What is the difference between a real and fake app? Well, one is legitimate and one is malicious. You would think that this topic would be general knowledge at this point in our history of using IoT devices, but fake/malicious apps are on the rise – only because users are easy succumbing to social engineering.

Google and other app store owners are constantly removing fake apps from their perspective marketplaces to protect users, but this process is not immediate.

The easiest way into an organization is still the phishing email because the general security awareness of employees is still extremely low. In some of these emails, links to app downloads are becoming more prevalent – these downloads are prompted on the mobile device and open the app store. The general user would be inclined to download such an app as it would appear to be legitimate (as the app store was launched) and the image of the application would be a mirror copy of the legitimate version. These malicious app download requests may also come from SMS text messages and/or malicious ads installed by unsafe usage of the browser.

Please pay careful attention to what you are installing – if you are downloading an app (from the Play Store), ensure that the official source is Google. If you have an iPhone, you should be performing this similar action – ensure the official source of the app is Apple.

An easy tip to remember is to think before acting. This isn’t a new concept – you wouldn’t just cross a road without looking for cars/danger, you look then cross. The concept applies to the IoT, just because something looks legitimate, it doesn’t mean it is. Pay attention to what you are doing and spend a minute or two investigating an app before you download it. If you build a strong sense of security awareness when using personal devices, this mindset will be transferable to the workplace. Protect your devices by remaining situationally aware and informed.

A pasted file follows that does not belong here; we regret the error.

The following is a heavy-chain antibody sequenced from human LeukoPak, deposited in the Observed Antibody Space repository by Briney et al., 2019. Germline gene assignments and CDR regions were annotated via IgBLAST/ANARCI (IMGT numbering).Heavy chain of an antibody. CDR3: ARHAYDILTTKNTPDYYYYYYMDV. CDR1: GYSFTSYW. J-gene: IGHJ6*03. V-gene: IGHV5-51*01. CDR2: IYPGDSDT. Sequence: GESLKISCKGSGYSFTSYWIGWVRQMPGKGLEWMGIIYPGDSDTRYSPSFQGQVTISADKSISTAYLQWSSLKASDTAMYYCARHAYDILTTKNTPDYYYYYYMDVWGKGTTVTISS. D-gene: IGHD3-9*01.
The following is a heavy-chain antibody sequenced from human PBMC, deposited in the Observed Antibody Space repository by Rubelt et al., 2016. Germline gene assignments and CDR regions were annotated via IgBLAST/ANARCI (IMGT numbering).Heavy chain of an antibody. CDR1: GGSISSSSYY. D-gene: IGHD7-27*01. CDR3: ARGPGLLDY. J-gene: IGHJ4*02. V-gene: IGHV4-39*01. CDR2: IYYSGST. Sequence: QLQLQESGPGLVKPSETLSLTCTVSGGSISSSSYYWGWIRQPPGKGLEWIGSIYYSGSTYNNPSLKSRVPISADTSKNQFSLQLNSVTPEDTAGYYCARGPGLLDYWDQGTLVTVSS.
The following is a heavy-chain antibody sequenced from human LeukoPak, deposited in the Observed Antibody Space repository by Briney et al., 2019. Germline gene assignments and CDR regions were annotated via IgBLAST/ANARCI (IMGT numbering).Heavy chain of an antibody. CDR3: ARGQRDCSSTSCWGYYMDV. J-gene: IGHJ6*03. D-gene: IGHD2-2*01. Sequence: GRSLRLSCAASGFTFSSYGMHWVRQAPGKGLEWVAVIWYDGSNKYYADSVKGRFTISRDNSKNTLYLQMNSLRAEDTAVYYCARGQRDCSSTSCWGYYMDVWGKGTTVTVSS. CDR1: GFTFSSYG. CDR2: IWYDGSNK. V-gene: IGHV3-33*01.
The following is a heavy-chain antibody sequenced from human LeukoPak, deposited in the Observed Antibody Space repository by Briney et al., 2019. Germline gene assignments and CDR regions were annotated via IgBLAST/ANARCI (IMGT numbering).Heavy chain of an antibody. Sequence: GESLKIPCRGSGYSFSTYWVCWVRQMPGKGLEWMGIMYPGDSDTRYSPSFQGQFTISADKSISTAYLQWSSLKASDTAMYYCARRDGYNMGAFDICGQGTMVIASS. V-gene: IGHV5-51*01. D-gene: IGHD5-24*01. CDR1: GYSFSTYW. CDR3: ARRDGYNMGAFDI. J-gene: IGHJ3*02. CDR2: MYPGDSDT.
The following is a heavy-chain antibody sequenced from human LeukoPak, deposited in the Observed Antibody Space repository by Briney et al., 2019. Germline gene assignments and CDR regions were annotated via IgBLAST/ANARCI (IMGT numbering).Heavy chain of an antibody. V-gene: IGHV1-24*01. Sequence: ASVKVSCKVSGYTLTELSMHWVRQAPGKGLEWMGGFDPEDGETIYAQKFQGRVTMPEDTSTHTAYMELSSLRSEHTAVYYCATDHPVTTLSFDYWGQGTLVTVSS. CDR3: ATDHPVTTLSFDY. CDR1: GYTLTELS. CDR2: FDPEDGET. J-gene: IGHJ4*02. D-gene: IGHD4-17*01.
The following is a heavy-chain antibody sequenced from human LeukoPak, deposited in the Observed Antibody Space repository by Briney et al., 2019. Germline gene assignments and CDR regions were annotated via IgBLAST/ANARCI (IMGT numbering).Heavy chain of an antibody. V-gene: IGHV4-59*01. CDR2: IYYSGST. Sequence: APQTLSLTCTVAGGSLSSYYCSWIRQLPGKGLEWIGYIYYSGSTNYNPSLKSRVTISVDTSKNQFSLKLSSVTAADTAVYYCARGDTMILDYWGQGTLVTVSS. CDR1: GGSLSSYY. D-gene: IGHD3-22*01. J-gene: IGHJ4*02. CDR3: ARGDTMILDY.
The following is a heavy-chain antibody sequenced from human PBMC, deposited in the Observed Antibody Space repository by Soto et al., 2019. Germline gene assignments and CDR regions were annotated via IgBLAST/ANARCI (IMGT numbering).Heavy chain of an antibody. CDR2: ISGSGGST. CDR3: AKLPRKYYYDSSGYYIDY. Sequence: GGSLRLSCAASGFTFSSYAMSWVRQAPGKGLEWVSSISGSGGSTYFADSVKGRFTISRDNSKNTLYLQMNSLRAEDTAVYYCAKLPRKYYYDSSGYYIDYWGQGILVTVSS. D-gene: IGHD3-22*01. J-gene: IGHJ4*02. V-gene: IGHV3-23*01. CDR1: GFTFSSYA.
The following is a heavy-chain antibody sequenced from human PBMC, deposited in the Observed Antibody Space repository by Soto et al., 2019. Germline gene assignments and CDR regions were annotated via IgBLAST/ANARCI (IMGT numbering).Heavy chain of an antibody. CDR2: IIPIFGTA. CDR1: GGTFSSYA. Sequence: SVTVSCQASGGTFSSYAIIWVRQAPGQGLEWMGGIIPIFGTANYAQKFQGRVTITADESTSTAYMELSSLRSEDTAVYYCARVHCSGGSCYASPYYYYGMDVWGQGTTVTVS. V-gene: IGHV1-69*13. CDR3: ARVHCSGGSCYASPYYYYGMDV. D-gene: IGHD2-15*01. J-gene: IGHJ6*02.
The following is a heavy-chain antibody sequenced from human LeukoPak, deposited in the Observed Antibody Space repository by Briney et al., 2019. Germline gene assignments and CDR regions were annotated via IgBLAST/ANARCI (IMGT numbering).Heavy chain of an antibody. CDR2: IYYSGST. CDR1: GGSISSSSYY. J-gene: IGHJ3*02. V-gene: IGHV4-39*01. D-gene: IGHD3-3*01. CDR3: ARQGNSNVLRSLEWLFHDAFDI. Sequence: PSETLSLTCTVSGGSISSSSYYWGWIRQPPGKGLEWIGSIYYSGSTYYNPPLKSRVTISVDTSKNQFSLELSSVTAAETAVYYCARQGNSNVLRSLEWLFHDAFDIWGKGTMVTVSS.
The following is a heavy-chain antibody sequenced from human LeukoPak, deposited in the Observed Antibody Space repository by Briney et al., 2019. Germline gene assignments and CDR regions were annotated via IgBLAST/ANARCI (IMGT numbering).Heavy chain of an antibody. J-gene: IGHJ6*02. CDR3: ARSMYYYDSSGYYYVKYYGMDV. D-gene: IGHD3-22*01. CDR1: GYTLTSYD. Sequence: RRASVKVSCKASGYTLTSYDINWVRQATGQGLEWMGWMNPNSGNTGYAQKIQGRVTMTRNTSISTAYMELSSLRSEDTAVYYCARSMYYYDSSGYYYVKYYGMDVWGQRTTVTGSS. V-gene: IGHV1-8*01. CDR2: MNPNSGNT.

Use anti-virus software and/or endpoint protection on your mobile device, simple steps in the right direction will be the difference between remaining safe or losing sensitive information.

We must be vigilant, we must be ready, and most of all, we must be educated!


Adam Zimmerman, Security Solutions Architect

CDW Canada

With over six years of experience in the technology industry, Adam’s experience covers information security operations, cyber security advisory, penetration testing, and advanced exploitation. Adam’s primary focus is  helping organizations build strong security practices and prepare for potential attacks.

Adam holds a Masters in IT Security from the University of Ontario Institute of Technology, where he successfully developed a malware classification tool with a security firm based in Ottawa.  Additionally, he has worked on several cyber consulting engagements as a lead security researcher and was able to develop an exploit for the FAA’s NextGen Air Traffic Control Management System.

Adam currently serves in the Canadian Armed Forces as a Second Lieutenant where he holds a  command position as a Troop Commander for 32 Combat Engineer Regiment of Toronto; specializing in mobility denial and facilitation, tactical breaching, controlled munitions disposal, and various humanitarian support operations.





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